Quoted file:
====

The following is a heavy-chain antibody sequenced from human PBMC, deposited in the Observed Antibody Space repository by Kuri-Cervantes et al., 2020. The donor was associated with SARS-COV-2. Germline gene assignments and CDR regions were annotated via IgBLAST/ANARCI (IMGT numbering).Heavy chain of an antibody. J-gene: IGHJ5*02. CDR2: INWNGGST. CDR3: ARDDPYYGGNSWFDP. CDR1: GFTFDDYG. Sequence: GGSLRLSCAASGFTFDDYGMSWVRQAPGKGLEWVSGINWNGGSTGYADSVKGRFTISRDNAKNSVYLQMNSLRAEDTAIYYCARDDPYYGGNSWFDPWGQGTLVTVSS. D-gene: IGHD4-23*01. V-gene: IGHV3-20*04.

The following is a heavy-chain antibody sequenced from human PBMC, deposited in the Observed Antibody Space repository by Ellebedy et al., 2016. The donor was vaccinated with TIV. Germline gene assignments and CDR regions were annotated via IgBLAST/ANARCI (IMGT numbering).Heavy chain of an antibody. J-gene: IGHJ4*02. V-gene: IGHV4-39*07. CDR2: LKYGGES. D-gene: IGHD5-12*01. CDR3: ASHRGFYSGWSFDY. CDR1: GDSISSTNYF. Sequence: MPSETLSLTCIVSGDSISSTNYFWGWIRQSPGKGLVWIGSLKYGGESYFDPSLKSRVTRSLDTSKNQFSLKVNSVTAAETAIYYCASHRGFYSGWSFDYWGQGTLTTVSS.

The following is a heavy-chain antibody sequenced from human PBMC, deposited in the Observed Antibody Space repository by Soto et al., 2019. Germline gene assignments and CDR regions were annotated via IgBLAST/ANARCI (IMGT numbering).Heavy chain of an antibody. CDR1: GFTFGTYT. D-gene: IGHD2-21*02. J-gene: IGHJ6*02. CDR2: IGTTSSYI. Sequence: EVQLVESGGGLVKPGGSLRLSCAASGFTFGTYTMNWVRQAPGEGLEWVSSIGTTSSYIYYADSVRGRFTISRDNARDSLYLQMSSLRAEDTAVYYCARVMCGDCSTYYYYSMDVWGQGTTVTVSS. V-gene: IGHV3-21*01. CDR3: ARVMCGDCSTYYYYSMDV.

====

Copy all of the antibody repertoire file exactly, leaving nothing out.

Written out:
The following is a heavy-chain antibody sequenced from human PBMC, deposited in the Observed Antibody Space repository by Kuri-Cervantes et al., 2020. The donor was associated with SARS-COV-2. Germline gene assignments and CDR regions were annotated via IgBLAST/ANARCI (IMGT numbering).Heavy chain of an antibody. J-gene: IGHJ5*02. CDR2: INWNGGST. CDR3: ARDDPYYGGNSWFDP. CDR1: GFTFDDYG. Sequence: GGSLRLSCAASGFTFDDYGMSWVRQAPGKGLEWVSGINWNGGSTGYADSVKGRFTISRDNAKNSVYLQMNSLRAEDTAIYYCARDDPYYGGNSWFDPWGQGTLVTVSS. D-gene: IGHD4-23*01. V-gene: IGHV3-20*04.

The following is a heavy-chain antibody sequenced from human PBMC, deposited in the Observed Antibody Space repository by Ellebedy et al., 2016. The donor was vaccinated with TIV. Germline gene assignments and CDR regions were annotated via IgBLAST/ANARCI (IMGT numbering).Heavy chain of an antibody. J-gene: IGHJ4*02. V-gene: IGHV4-39*07. CDR2: LKYGGES. D-gene: IGHD5-12*01. CDR3: ASHRGFYSGWSFDY. CDR1: GDSISSTNYF. Sequence: MPSETLSLTCIVSGDSISSTNYFWGWIRQSPGKGLVWIGSLKYGGESYFDPSLKSRVTRSLDTSKNQFSLKVNSVTAAETAIYYCASHRGFYSGWSFDYWGQGTLTTVSS.

The following is a heavy-chain antibody sequenced from human PBMC, deposited in the Observed Antibody Space repository by Soto et al., 2019. Germline gene assignments and CDR regions were annotated via IgBLAST/ANARCI (IMGT numbering).Heavy chain of an antibody. CDR1: GFTFGTYT. D-gene: IGHD2-21*02. J-gene: IGHJ6*02. CDR2: IGTTSSYI. Sequence: EVQLVESGGGLVKPGGSLRLSCAASGFTFGTYTMNWVRQAPGEGLEWVSSIGTTSSYIYYADSVRGRFTISRDNARDSLYLQMSSLRAEDTAVYYCARVMCGDCSTYYYYSMDVWGQGTTVTVSS. V-gene: IGHV3-21*01. CDR3: ARVMCGDCSTYYYYSMDV.